Posted by: Lee_A_Arnold | March 7, 2010 2:44 PM | Report abuse

--"This DOESN'T APPLY in the downside of a business cycle, such as now."--

Because "the downside of a business cycle, such as now" is different than the "Eurosclerosis" Krugman references in his economics tome? What, pray tell, is the difference between a government driven recession and a government smothered standard of living? Hint: It's really hard to tell.

But, naturally (and dim lefties are so naturally disingenuous), the doublespeak that Krugman is accused of isn't about "structural unemployment" per se, but about Krugman's criticism of Senator Kyl for saying, "[C]ontinuing to pay people unemployment compensation is a disincentive for them to seek new work," when in his own work Krugman wrote, "The drawback to [extended unemployment compensation] is that it reduces a worker's incentive to quickly find a new job," which he has let stand through two editions, so far, without caveats.

And, of course (because there are always additional factors that socialists leave out), the money to pay people not to work comes from people who do work, and they, consequently, have less of it to spend. In fact, since every dollar the government now runs through its sewer is partly borrowed from future earnings, the poor slobs with jobs have to support the unemployed WITH INTEREST.

And, also, ultimate recovery is forestalled as the government once again distorts the market for political, rather than economic (the free market is the most efficient clearing house), purposes.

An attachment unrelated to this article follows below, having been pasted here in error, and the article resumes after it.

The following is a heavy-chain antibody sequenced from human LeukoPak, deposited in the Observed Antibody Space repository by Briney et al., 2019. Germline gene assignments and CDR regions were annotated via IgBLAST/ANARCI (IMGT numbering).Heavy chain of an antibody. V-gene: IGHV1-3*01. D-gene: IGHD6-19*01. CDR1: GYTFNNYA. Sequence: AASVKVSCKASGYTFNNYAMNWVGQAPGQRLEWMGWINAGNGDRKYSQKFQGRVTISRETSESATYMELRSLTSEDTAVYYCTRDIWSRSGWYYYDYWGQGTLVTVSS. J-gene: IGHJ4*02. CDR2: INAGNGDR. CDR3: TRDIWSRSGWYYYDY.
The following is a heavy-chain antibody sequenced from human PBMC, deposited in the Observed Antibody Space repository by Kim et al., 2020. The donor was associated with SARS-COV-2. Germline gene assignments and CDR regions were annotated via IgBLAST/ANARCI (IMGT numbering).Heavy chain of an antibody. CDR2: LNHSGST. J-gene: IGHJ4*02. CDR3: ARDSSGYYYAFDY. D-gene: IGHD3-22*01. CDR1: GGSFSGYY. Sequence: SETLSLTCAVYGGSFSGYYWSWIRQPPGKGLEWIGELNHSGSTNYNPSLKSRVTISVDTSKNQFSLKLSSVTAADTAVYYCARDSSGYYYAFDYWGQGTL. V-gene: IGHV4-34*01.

Posted by: msoja | March 7, 2010 5:54 PM | Report abuse

Msoja: "Because "the downside of a business cycle, such as now" is different than the "Eurosclerosis" Krugman references in his economics tome?"

Yes, absolutely.

Msoja: "when in his own work Krugman wrote, "The drawback to [extended unemployment compensation] is that it reduces a worker's incentive to quickly find a new job," which he has let stand through two editions, so far, without caveats."

Because that isolated phrase is in a larger paragraph which gives it a different and correct context.

Msoja: "And, of course (because there are always additional factors that socialists leave out), the money to pay people not to work comes from people who do work, and they, consequently, have less of it to spend. In fact, since every dollar the government now runs through its sewer is partly borrowed from future earnings, the poor slobs with jobs have to support the unemployed WITH INTEREST."

Completely incoherent. But certainly a perfect expression of the libertarian pseudo-religion.

Posted by: Lee_A_Arnold | March 7, 2010 7:24 PM | Report abuse

Krugman himself seems to have responded to the WSJ....

http://krugman.blogs.nytimes.com/2010/03/07/supply-demand-and-unemployment/

So thanks to Lee and Krugman, we see that the WSJ's Taranto is either a liar or stupid.

Will people ever learn?

Posted by: Lomillialor | March 7, 2010 10:22 PM | Report abuse